For since the law has but a shadow of the good things to come instead of the true form of these realities, it can never, by the same sacrifices that are continually offered every year, make perfect those who draw near. Otherwise, would they not have ceased to be offered, since the worshipers, having once been cleansed, would no longer have any consciousness of sins? But in these sacrifices there is a reminder of sins every year. For it is impossible for the blood of bulls and goats to take away sins.
As we start our study of chapter 10 in this series of columns on the book of Hebrews, we see the divinely inspired author show another reason why Christ’s New Testament is superior to the Old Testament Law of Moses. That reason would be the insufficiency of animal sacrifices to provide forgiveness of sins.
He starts by pointing out that the Law of Moses “has but a shadow of the good things to come instead of the true form of these realities” (v. 1). This was something he had touched on earlier when he classified the gifts and sacrifices offered by the Old Testament Levitical priests as “a copy and shadow of the heavenly things” (8:4-5). They were not designed to “perfect the conscience of the worshiper,” but rather were part of the Old Testament rituals which were designed to be “symbolic” and “imposed until the time of reformation” which would come with the coming of the New Testament (9:8-10). They were meant to be “copies of the heavenly things” (9:23), symbolic foreshadowing of the sacrifice on Calvary which would in fact forgive man’s sins once for all time.
Being thus designed as temporary foreshadowing of the better things to come in the New Testament, the animal sacrifices of the Old Testament which were “continually offered every year” would never “make perfect” the worshipers “who draw near” (10:1-2). When compared with Hebrews 9:9, we see that the concept of “perfect” refers to the consciences of those who had worshiped God via these animal sacrifices. The fact that they found it necessary to continually make these animal sacrifices showed that they still had a “consciousness of sins” and were thus not actually “cleansed” (10:2). Their consciences were not cleansed or purified. They still bore their guilt.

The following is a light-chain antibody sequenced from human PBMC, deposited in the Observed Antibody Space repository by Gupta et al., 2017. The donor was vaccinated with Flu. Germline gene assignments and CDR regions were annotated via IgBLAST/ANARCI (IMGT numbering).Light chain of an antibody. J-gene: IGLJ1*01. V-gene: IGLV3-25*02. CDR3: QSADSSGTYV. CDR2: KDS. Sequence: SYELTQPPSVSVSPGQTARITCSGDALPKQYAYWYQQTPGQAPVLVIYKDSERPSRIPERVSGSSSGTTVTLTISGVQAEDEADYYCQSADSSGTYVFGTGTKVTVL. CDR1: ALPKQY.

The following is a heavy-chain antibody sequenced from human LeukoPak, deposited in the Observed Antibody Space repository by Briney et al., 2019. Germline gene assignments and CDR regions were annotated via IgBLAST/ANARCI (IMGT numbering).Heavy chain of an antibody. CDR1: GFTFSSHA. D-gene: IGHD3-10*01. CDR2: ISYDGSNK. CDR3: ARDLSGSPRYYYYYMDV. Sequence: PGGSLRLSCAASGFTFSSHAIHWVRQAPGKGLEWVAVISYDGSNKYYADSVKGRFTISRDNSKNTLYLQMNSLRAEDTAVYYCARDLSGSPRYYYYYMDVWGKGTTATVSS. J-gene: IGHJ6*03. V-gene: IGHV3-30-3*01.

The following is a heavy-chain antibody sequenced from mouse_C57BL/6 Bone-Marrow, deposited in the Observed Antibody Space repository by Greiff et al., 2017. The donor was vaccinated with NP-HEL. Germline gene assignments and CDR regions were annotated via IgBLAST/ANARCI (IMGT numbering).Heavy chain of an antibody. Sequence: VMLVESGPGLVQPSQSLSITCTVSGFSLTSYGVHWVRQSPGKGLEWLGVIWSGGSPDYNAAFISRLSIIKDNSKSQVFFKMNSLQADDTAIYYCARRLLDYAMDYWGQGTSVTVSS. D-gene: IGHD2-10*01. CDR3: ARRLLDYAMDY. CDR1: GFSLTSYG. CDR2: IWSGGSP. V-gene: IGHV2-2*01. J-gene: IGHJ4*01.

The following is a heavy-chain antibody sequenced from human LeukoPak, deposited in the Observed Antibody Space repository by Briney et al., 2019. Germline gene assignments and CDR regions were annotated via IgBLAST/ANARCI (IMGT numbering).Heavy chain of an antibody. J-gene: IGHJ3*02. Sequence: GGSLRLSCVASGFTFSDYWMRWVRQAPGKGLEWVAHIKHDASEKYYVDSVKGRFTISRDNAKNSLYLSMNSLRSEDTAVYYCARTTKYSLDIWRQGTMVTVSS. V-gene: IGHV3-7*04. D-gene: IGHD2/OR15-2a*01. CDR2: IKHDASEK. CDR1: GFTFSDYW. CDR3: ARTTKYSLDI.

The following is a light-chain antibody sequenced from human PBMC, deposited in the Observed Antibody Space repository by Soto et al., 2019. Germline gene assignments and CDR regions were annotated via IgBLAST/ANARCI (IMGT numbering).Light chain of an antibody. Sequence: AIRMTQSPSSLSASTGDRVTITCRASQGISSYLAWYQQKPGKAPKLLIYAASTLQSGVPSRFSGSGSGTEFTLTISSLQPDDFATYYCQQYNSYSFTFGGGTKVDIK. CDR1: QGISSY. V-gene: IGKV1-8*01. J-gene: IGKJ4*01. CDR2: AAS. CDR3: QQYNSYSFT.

This was due to the fact that the animal sacrifices which they had to have continually offered on an annual basis brought them nothing but “a reminder of sins every year” (10:3). All of the sacrifices required by the Law of Moses – sacrifices for every day, sacrifices required every month, the annual sacrifices on the Day of Atonement – all of them constantly reminded the Israelites of the guilt they bore for their sin and their constant need for cleansing. For these reasons, the Holy Spirit inspired the Hebrew writer to inform his first-century Jewish brethren who were being tempted to abandon Christianity and return to Judaism: “For it is impossible for the blood of bulls and goats to take away sins” (10:4). He was pleading with them to recognize the wonderful gift they had in Christ and not throw it away for something that could give them no spiritual benefit.
To make this case, he then quotes from Psalm 40:6-8 when he writes, “Consequently, when Christ came into the world, he said, ‘Sacrifices and offerings you have not desired, but a body have you prepared for me; in burnt offerings and sin offerings you have taken no pleasure. Then I said, “Behold, I have come to do your will, O God, as it is written of me in the scroll of the book”’” (10:5-7). The Messianic prophecy found in this Old Testament psalm shows the wonderful mindset Christ possessed when he came to this earth. Burnt offerings and animal sacrifices did not meet God’s standards, and so God provided the only things which could: himself in the form of “a body have you prepared for me”…his own Son in human form (cf. John 1:1, 14).
As Paul wrote to the Corinthians, “Thanks be to God for his inexpressible gift!” (2 Corinthians 9:13)